While Thomas Nast had used cartoons to attack Catholic education, many Catholic cartoonists used their drawings to highlight its importance in modern society.


Wolf, “Complete Education,” October 4, 1963

By including a religion textbook and a Bible, Wolf highlights the idea that a child’s education would be incomplete without a strong religious background.

Unequal Treatment by Government

One common theme expressed in Catholic cartoons on education, was the unequal treatment by the government when dealing with public and parochial schools. This issue first came to a head over school bussing. Catholics were frustrated that despite paying taxes, their children were prohibited from taking the bus to their parish school.

Wolf, “But Daddy Says He Paid His Taxes!” August 24, 1962

A student is prevent from getting on a school bus by the driver because the child attends a Catholic school.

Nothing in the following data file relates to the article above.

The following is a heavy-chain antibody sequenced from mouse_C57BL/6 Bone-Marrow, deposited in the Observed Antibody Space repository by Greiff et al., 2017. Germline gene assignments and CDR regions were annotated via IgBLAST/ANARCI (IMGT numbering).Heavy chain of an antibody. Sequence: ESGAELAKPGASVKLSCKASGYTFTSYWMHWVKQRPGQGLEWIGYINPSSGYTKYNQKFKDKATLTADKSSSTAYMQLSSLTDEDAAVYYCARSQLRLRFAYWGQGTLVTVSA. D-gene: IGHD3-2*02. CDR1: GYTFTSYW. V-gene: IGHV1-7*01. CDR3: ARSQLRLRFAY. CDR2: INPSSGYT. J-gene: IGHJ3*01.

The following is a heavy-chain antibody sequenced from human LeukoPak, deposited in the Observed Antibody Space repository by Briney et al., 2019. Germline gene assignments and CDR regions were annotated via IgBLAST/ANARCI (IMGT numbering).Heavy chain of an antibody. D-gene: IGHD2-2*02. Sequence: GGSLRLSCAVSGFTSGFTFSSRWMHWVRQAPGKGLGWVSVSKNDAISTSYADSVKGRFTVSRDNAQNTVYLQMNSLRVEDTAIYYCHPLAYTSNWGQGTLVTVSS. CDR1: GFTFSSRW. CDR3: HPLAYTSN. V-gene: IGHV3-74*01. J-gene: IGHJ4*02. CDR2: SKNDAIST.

By the 1970s, the next major issue for Catholic education was its rising costs. Many Catholics believed that parents deserved some government assistance to offset the cost of paying taxes for public schools, and tuition for parochial schools.

Knudsen, “Vanishing Americans?” June 17, 1971

Knudsen comments that the high costs of a Catholic education has led to an entire generation of Catholic children being unable to attend parochial schools.

McGovern, “The Unhooked Generation?” August 21, 1969

Referencing a contemporary anti-smoking slogan, McGovern shows that Catholic school students are left on the hook for the cost of their education.

Knudsen, “Washington Mirage?” September 14, 1972

The promise of tax credits from politicians never seem to materialize while Catholic parents are struggling under the weight of taxes and tuition.

McGovern, “Babes in the Woods,” August 28, 1969

Opposition to state aid for parochial students takes the form of a threatening forest with the children left alone and afraid.

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